Today I bring guest blogger, Spencer Schoen, to you. He is the owner / operator of Semper DIVE!, SCUBA instruction, an active duty officer in the USN and an Eagle Scout. He also happens to be the man I married almost 20 years ago (sheesh!) However, he has been devoted to scouting for WAY longer than he’s been devoted to me. He has never tired, nor faltered in his love for this organization and believes, with all his heart, that being a scout teaches children so many valuable lessons and brings much joy. He promotes and supports scouting with our children and will be happy to chat about it, tirelessly. So, when he came home ranting about meeting this extraordinary man who had been in scouting for over 70 years, I knew it was serious. When he came up with the notion to write an article about him, I offered to take the photographs for the piece.

The snaps came out exactly how I had envisioned. More importantly, they captured the essence of this gentle soul – with a great baritone laugh, who is a master storyteller and will regale you with countless tales. You know what? I don’t blame Spencer for ranting.

Without further ado, here is a special edit of, “A Mentor for Our Youth”, by Spencer Schoen. Enjoy…

What do you think of when someone mentions the Boy Scouts of America? Years ago, it brought thoughts of Norman Rockwell paintings; young boys helping others, learning woodsmanship skills, becoming good citizens, and growing into fine young men. Today, unfortunately, it often brings forth thoughts of an organization stuck in old world values, unwilling to admit fine boys and men because of their beliefs or private life styles. These are the public perceptions of an organization that has been serving the youth of the United States for 104 years. Regardless of whether you agree or disagree with the organization’s policies, it still serves over 2.7 million American youth today, and continually provides learning experiences and mentorship in a way that few other organizations can. Within the organization are many dedicated adult leaders; some of whom serve a few years while their children are active in Scouting, and some serve for years. Today, I want to tell you about one of them…

I consider it an honor and a privilege to introduce you to Edwin “Barney” Lawless.

Barney is a Bear Den Leader (3rd graders) for Cub Scout Pack 1345 in Burke, Virginia and a Unit Commissioner for Sulley District, both part of the National Capitol Area Council Boy Scouts of America. I met him in 2011 when he joined Pack 1345 where I also serve as a leader. I had the opportunity to sit down with Barney one day and was completely captivated by his personal knowledge, dedication, and history in Scouting. You see, he is one of those leaders who is a natural mentor. The boys just listen to him and absorb the knowledge he so willingly shares. The adult leaders listen just as attentively. I decided I wanted to write about him and asked CIS Images, LLC to photograph him for my story. In the meantime, this is a just a teaser.

Barney has been active in Scouting for 72 years! Born and raised in the National Capitol Area, he joined Cub Scouts in Washington, DC at 9 years old. When he was 12, he became a Boy Scout. At 14, he left DC and moved to nearby McLean, VA where he spent the rest of his youth. Of course, he got involved in the Boy Scouts in McLean too! That is just the start of Barney’s amazing story; just the foundation of a life spent in service to the Boy Scouts of America, and to the youth of Fairfax County, VA.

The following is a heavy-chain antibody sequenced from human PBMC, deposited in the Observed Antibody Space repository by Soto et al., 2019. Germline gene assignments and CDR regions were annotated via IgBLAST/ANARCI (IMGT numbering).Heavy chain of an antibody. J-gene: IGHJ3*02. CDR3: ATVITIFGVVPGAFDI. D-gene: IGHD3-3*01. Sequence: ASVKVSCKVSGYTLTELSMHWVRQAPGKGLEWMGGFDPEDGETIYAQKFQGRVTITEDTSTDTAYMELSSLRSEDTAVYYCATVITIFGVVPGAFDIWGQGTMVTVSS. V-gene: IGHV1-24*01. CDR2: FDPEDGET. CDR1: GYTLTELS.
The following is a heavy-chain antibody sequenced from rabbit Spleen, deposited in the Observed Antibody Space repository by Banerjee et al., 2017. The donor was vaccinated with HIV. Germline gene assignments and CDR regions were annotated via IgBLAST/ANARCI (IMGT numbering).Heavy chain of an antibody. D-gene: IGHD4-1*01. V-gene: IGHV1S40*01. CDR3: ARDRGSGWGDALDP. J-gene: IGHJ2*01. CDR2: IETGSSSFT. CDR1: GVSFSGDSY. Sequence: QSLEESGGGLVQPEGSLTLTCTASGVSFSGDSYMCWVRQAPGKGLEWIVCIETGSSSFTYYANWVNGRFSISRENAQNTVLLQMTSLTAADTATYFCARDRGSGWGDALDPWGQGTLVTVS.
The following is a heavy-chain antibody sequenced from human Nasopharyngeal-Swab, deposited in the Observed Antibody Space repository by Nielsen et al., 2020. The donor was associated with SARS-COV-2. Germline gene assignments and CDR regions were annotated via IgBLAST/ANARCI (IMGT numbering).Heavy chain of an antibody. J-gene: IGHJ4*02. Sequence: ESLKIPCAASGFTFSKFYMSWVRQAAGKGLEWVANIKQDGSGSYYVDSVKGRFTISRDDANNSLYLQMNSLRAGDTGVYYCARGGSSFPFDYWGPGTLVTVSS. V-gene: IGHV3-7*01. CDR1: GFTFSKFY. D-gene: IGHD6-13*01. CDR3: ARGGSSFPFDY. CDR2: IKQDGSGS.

Barney thrived in Scouting. He held multiple leadership roles as a Boy Scout, (later as an adult leader), served for years as a Scoutmaster before moving to the District level as a Unit Commissioner – someone who assists and mentors Scout leaders to ensure a successful program. His sons were Scouts, and now his grandsons are Scouts. He takes great pride in being a part of this organization, and reminisces about the time he spent as a boy and the many activities he participated in and has led.

Through his years in Scouting, he also served the nation as a US Army Reserve Artillery Officer, worked as an engineer and was a part of the growth of Fairfax County. He married, raised a loving family, and suffered the long painful illness and loss of his first wife. He re-married the woman who was his high school sweetheart, watched his family grow and build families of their own, then retired. It’s safe to say he has seen many changes in Scouting.

When I was a child I had a mentor like Barney. I met my mentor when I was 12 (the same age Barney was when he met his mentor). He helped me along in Scouting, pushed and encouraged me when I needed it, occasionally helped me re-orient the compass of my life, and sat quietly smiling – simply congratulating me – when I earned the rank of Eagle Scout. He never asked anything of me, he just gave. I kept in touch with him for many years into adulthood and only lost touch upon his death. So, I know, deep in my soul what it means to have a mentor like Barney. I know how a person like him can reach a youth who may be ‘at risk’ when nobody else can get through. I know that is exactly what Barney is and has been to many. He has touched so many hearts and minds; helped scores of young boys remain oriented towards success and happiness in their lives. Barney’s mentorship has had such an incredibly positive influence on the lives of so many, thus giving so much to his community and nation, that even he can not begin to realize. That is the man, the thoughtful, jovial, kind, and gentle man you see here.

Barney – Thank you for all you’ve done for our youth, for all you’ve done for your community, and the world around you; thank you for being who you are.

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